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HAITI REPORT

Posted by (terry) on May 27 2010 at 8:25 PM
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H A N D S   A C R O S S  T H E  S E A  -  H A I T I

Agape Flights Inc. - PaP 11056,  100 Airport Ave.  Venice, Florida  34285
Karen R. Huxter, Director
Luckner Estimable, Assistant Director


January 15, 2010

Hello again from the HATS-Haiti Mission in Haiti.

This is not an easy update to write but I feel I should.  You are asking me to keep in touch about what is happening as I see it and I will endeavour to do so.

Thank you to all who are continuing to get in touch and wanting to help due to the the earthquake.   Since the arrival of the workteam a blog has been done daily. http://www.haititeam2010.blogspot.com   The team has been doing a great job of keeping people informed of what has been happening.

To the regular readers of the " HATS blog "  http://www.hatshaiti.blogspot.com  I am sorry the blogging that the team has been doing is not yet available on the HATS blog.  This will be rectified when my two daughters arrive back home this weekend.  Dana and Liette, thank you very much for doing all you could while in Jamaica.   I appreciate your help very much.

On Thursday, two days after the quake, I went to Port au Prince with Gerry, who is the team leader, Luckner, and others, two of whom were police.  Before leaving we prepared meals that could feed 300 people, bought water for  660 people and did up 100 bags of clothing and shoes to distribute.  The workteam arrived from Canada with a lot of shoes and clothes for students in our school and church.  With the disaster in Port au Prince the supplies were needed badly there so it was all bagged and distributed there.  Thanks go to everyone in Canada who donated these supplies.   

Preparing to go to PaP

Thursday was a day I will remember the rest of my life.  I saw more than enough to last a lifetime.  I've seen a lot of death since I've lived in Haiti.  Nothing that I've seen before in person, or on television, can compare with what I saw in Port au Prince.

Death and Destruction

On the way in on Thursday we were listening to the news on a Haitian radio station.  The announcer said that the estimates of deaths could be as high as 600,000.  I thought that was a large estimate but after what I saw Thursday it is believable. Houses with whole families.  Schools filled with students. Universities filled with people.  Hospitals filled with patients.  Large stores filled with  workers and shoppers.  The largest market in PaP with thousands of people.  It is almost too difficult to write about.  I have cried a great deal for the people here and now I must do everything I can to help those who are left.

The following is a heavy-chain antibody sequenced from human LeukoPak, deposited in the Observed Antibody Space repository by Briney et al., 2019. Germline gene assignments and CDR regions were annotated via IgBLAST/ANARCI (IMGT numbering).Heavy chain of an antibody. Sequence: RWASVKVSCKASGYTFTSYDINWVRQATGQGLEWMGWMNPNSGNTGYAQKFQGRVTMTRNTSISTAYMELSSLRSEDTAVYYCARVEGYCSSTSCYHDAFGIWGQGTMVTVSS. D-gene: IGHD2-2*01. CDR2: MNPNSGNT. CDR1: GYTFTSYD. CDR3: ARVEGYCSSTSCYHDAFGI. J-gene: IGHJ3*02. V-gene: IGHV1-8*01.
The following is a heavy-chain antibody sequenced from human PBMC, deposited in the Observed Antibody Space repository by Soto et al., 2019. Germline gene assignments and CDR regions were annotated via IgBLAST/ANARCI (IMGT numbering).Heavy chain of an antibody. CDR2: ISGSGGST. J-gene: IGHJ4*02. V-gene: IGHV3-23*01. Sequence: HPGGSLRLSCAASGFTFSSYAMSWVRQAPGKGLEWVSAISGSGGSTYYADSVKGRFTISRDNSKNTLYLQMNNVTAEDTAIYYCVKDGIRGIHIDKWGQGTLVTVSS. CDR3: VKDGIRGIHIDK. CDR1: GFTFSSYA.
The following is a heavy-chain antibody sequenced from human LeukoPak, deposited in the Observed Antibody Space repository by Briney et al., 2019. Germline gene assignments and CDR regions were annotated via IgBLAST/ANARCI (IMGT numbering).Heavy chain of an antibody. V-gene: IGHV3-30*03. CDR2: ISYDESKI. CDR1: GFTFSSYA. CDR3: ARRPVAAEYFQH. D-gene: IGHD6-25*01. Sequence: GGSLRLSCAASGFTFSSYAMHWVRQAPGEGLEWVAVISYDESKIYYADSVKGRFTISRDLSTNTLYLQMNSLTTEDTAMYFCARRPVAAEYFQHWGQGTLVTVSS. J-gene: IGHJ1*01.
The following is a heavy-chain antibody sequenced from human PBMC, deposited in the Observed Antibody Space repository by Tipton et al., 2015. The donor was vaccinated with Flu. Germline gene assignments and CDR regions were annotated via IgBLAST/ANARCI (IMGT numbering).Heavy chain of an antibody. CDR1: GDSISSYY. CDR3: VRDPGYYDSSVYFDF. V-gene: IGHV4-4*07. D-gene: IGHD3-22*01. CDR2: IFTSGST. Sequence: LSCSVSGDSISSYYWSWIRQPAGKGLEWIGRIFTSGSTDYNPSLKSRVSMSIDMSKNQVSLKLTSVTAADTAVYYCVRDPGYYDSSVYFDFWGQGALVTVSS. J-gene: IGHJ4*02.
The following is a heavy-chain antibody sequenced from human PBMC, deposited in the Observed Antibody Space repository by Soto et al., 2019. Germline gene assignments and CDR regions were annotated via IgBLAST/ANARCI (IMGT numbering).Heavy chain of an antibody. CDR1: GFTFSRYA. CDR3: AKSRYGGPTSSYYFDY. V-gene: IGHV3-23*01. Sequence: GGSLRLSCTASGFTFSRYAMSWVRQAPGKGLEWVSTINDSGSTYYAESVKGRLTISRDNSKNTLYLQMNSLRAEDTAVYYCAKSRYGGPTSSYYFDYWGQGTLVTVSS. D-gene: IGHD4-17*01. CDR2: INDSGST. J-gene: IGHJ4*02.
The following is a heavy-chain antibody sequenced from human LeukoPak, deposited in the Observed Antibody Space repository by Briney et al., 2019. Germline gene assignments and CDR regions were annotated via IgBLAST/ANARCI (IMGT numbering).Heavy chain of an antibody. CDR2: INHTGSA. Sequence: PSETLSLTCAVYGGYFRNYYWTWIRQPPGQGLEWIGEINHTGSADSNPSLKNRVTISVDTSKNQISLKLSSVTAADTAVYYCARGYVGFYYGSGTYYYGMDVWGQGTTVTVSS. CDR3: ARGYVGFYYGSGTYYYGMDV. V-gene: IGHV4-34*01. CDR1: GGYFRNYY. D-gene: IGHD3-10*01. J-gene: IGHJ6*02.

One street of hundreds that look like this


On the drive in we saw three big buses heading out of PaP filled to overflowing, with as many people sitting on the roof as there were inside.  In almost 15 years here that is the first time I have people sitting on top of the buses like that.  People need to get out of the city.  People are trying to get back to whatever area they had come from.  People are trying to get away from the death and stench and trying to save themselves from dying from a disease that can follow something like this.

SCHOOL
Just before we reached PAP we came to places where the road had heaved and cracked.   We headed to  Delmas, one of the main and busiest streets in PAP.  We saw buildings that had collapsed everywhere. We stopped at a school that had 1050 students and teachers.  It had collapsed, with almost all inside.  The death toll was very high there.  We talked to one young man who escaped, but his brother (the director of the school) did not.  I saw a man looking into a hole under the rubble of the school and crying.  He could see his brother trapped there under the fallen building but could not get him out.  A group of men where standing on the pile of fallen cement trying to get bodies out but with almost no tools.  A large group of people, parents and other family members of those trapped inside, were standing around waiting and hoping that the bodies of their children could be found.

Searching for family members

The stench in the city is beyond belief.  There is the smell of death everywhere.  Most of the people were wearing masks or they had their mouth and nose covered with something.   We knew before we left that we would see death, but it was more than I could imagine.  There were bodies everywhere covered  and uncovered.  At one place there were people trying to dig people out by hand and I could hear someone crying underneath.   I saw a child half outside a fallen house but the other half underneath a huge pile of broken cement.  Dear God, these things are enough to rip one's heart out.   We wanted to help more but knew there was nothing more we could do.

We drove past the President`s Palace, the Justice Building, and other government buildings.  All were either partially or totally destroyed.   It will take a very long time before the government can operate in this country again.  Actually, it will be a very long time before anything operates in Port au Prince again.  Port au Prince is no longer there. 


Palace 

Every time we stopped to distribute the food, water, or clothes, small riots occurred, with people running from all directions, screaming, yelling, and grabbing.  We had to leave quickly and go somewhere else to distribute.   But the same thing would happen every time.  People are so desperate.  They need food and water desperately.  There is no shelter, no water, or no food available in what was PAP right now, other than what is coming in by the aid workers.  People are living, crowded together, in fields, out on lawns, wherever they can find a spot where there are no buildings near them which might still collapse.